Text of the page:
Tuesday, March 6, 2012

Five Steps to Starting a New Worship Service

I believe in multiple worship services. At our church, we now have five Sunday worship services. Four are on Sunday morning and include two large services in our Worship Center, with a blended style utilizing a large choir and orchestra. The two in our fellowship hall are contemporary, praise-band driven with one of those including a simulcast sermon. The one on Sunday evening I describe as “classic” Baptist worship, using a hymn book and singing familiar hymns. Our church does all this—as do many others—because we’ve found it’s the most effective way of reaching people with the gospel.

A new worship service works the same way a new Sunday School class or small group does. It increases the size of the organization; it opens up opportunities for building new friendships among guests and the congregation; it brings freshness and energy to the church. New worship services also are cost-effective. You can use the same facilities numerous times instead of investing in a large building used only once or twice a week.

But new worship services also have a downside. They can fragment the church fellowship, so that a congregation that once was clearly defined as a single group because of one service becomes spread out over several services and so can lose that sense of unity. Creating new services can also create a tension in both the congregation and the worship leadership, especially if the new service includes a different style of music. Church conflicts between those who love traditional music and those who prefer contemporary music are legion.

Even with the potential downside, I believe new worship services are worth the risk. There’s so much upside to them! Here are the five steps I’ve learned through experience that are necessary in order to lead a church into multiple worship services.

Step One. Pay the price. Church leadership—especially the pastor—must decide if it’s prepared to pay the price. Beginning and sustaining a new service or services requires a great investment of energy, time and resources. A church shouldn’t get into it until its leadership understands the cost and is prepared to pay it.

Step Two. Do your research. A successful new worship service doesn’t happen by accident. It happens when church leadership listens to the voice of the Holy Spirit and discerns both the needs and the potential of the congregation. Prayer, listening to the congregation and careful analysis of the potential risk/reward are all necessary. We began our new simulcast service only after a careful and deliberate analysis of our congregation’s preferences. That wasn’t the only reason we started the service, but it gave us crucial information as we planned.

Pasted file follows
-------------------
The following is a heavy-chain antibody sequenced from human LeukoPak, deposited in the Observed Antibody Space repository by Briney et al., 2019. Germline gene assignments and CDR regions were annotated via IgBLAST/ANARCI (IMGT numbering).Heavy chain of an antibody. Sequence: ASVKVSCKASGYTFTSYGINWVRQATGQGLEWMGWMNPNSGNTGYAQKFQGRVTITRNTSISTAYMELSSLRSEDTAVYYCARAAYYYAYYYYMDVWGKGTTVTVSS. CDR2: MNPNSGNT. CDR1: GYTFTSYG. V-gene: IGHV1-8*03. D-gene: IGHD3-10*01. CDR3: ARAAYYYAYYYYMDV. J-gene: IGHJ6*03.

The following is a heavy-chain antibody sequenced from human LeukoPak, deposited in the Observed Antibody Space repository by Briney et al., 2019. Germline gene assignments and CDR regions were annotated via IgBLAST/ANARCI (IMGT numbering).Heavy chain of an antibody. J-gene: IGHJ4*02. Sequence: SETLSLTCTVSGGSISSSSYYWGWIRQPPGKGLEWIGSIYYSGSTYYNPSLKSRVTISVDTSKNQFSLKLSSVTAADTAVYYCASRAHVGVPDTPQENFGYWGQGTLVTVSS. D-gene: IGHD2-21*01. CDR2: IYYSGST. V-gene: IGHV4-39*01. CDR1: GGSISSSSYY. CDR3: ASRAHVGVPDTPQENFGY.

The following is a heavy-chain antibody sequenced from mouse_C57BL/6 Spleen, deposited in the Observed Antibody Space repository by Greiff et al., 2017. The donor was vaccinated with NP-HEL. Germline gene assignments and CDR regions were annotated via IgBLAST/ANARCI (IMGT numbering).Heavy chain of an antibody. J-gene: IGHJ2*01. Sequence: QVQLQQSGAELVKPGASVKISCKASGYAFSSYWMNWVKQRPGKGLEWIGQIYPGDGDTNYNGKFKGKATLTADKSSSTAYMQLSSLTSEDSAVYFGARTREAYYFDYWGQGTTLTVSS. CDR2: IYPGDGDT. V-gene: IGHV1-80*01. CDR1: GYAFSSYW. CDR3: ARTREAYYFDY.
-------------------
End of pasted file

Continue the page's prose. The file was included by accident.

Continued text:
Step Three. Build momentum. Almost every successful church ministry initiative depends on momentum. We as leaders must build interest, excitement and anticipation within the congregation before launching new ministries. A new worship service is especially dependant on this principle. Think of a series of concentric circles. The innermost circle is the key lay leadership. They have to be on board. The next circle moving outward is the regular participants in the church. The next circle is occasional attenders. The furthest circle is those who aren’t attending yet. All four groups must be communicated with in an intentional fashion—casting the vision for the service—in order to build the momentum necessary for success.

Step Four. Work for unity. For a new service to build up the whole church and not hurt it, we as leaders must be intentional about how we connect the various services. Otherwise, the different groups will have a tendency toward spinning off into their own orbits. They will become separate congregations. Having the same sermon at all services is one way that happens. Another is a well-ordered and effective Sunday School ministry. We pay careful attention to our new member’s process, so that everyone is on the same page. Also, our missions ministry is a common feature to all the services. These various initiatives help keep our various services connected to a single church vision.

Step Five. Don’t give up. New services take time to take root. Eighteen months after we started our first contemporary service, we hit the wall. Attendance had declined. I couldn’t find effective leadership. Morale was down. But we couldn’t give up. Shortly after that season of decline, the Lord brought us the right leader, attendance picked up, and the service began moving in a very positive direction. Two years later, that service has become two services. If I had given up during the hard times, our church would have missed the blessing we have now.

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